During 2011, thousands of people were displaced by renewed inter-communal violence in Maluku province and by counter-insurgency operations targeting Free Papua Movement (OPM) rebels in Papua province. Between April and December, an unknown number of Papuans were displaced in the central highlands region of Puncak Jaya. The largest reported displacement took place in mid-December in Paniai regency, where more than 10,000 people were forced from their homes in more than a hundred different villages. In September, as many as 500 homes in Maluku’s capital of Ambon were set on fire and nearly 5,000 people were displaced, some of them losing their homes for the fourth time in 12 years (...).
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22 December 2011
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- Key Documents
- Conflict Management in Indonesia – An Analysis of the Conflicts in Maluku, Papua and Poso, Indonesian Institute of Sciences, Current Asia, Centre for Humanitarian Dialogue, 30 June 2011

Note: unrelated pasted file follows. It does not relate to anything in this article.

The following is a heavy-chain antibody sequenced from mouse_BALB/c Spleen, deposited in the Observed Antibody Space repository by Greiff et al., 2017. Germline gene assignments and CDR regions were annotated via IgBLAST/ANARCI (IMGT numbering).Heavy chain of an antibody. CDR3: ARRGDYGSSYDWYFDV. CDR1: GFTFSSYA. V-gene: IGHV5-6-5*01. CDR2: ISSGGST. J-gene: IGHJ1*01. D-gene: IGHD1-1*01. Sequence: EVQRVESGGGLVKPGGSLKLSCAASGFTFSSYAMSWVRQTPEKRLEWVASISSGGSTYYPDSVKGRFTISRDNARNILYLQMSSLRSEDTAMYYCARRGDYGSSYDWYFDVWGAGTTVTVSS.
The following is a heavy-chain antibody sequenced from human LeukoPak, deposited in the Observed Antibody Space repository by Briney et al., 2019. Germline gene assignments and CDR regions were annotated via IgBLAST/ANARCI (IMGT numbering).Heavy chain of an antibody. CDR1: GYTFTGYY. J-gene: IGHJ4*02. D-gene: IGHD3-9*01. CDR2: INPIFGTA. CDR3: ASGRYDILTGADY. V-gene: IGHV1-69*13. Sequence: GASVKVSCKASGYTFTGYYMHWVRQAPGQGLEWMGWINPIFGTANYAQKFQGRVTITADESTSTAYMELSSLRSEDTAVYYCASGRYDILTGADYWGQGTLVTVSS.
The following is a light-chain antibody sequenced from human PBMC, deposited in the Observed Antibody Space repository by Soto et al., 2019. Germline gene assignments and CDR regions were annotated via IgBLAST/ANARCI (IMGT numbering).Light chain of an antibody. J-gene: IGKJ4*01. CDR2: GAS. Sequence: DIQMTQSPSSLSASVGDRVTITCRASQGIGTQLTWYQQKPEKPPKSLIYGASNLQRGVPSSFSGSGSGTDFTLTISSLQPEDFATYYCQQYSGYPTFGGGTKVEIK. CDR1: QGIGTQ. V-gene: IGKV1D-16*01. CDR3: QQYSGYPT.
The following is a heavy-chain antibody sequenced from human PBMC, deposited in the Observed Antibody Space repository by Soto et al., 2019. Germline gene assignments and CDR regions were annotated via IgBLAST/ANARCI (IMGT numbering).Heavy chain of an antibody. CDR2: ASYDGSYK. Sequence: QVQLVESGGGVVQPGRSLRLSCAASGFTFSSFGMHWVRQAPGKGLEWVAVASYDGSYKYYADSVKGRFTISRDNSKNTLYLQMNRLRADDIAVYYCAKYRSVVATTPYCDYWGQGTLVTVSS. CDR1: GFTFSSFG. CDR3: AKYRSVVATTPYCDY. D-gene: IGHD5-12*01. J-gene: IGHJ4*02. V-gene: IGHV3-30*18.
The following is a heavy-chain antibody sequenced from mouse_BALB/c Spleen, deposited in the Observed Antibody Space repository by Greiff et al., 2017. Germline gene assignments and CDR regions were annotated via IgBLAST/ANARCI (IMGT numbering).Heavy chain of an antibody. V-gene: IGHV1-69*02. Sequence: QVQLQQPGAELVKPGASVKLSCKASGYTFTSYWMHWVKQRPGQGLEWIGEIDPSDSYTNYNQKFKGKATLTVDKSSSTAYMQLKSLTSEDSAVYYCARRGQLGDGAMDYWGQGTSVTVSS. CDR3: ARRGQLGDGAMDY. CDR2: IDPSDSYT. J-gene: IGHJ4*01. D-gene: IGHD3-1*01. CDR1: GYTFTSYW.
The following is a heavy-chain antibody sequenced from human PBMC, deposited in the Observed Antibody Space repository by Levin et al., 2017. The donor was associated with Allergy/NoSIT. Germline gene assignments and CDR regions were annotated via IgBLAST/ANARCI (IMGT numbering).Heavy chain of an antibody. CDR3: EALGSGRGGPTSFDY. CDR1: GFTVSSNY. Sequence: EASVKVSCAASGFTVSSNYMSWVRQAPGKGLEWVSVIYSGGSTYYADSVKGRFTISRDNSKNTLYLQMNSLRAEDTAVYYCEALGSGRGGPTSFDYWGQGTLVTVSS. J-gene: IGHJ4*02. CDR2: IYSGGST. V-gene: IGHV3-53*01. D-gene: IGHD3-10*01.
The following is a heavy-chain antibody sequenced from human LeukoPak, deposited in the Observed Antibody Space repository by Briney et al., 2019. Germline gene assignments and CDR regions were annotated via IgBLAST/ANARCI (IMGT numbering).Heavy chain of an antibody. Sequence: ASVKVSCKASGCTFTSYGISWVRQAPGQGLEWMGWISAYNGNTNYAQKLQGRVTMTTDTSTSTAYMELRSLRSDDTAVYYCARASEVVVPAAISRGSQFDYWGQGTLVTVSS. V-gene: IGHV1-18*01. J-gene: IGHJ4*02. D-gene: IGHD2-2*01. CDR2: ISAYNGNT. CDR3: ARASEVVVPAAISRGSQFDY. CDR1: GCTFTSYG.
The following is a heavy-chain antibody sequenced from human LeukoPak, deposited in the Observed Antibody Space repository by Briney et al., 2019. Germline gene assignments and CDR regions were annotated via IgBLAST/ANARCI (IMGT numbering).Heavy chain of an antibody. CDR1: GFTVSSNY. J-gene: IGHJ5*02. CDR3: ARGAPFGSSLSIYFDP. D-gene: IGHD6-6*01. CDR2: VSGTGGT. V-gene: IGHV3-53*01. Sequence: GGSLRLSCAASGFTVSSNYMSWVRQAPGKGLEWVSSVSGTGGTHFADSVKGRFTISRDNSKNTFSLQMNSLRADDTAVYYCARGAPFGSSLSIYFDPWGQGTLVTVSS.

- Maluku and North Maluku: Support still needed for thousands of people ten years after their displacement, Internal Displacement Monitoring Centre (IDMC), 28 March 2011
- Central Sulawesi: IDP return and recovery hampered by persistent tensions, land disputes and limited access to livelihoods, IDMC, 15 December 2010
- Kalimantan: New ethnic-related displacement while earlier IDPs struggle to make return sustainable, IDMC, 22 November 2010
- Papua: Papuans displaced by military operations in the central highlands remain unassisted, IDMC, 13 October 2010